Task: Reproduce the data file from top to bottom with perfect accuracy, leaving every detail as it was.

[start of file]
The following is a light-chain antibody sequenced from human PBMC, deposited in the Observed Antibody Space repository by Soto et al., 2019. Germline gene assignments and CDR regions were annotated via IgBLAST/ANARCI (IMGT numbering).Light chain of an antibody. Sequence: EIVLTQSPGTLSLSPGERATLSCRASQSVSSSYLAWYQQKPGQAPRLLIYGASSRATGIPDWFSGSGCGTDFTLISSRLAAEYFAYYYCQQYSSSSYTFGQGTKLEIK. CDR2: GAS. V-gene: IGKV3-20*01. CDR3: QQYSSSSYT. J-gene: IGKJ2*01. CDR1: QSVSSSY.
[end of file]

The following is a light-chain antibody sequenced from human PBMC, deposited in the Observed Antibody Space repository by Soto et al., 2019. Germline gene assignments and CDR regions were annotated via IgBLAST/ANARCI (IMGT numbering).Light chain of an antibody. Sequence: EIVLTQSPGTLSLSPGERATLSCRASQSVSSSYLAWYQQKPGQAPRLLIYGASSRATGIPDWFSGSGCGTDFTLISSRLAAEYFAYYYCQQYSSSSYTFGQGTKLEIK. CDR2: GAS. V-gene: IGKV3-20*01. CDR3: QQYSSSSYT. J-gene: IGKJ2*01. CDR1: QSVSSSY.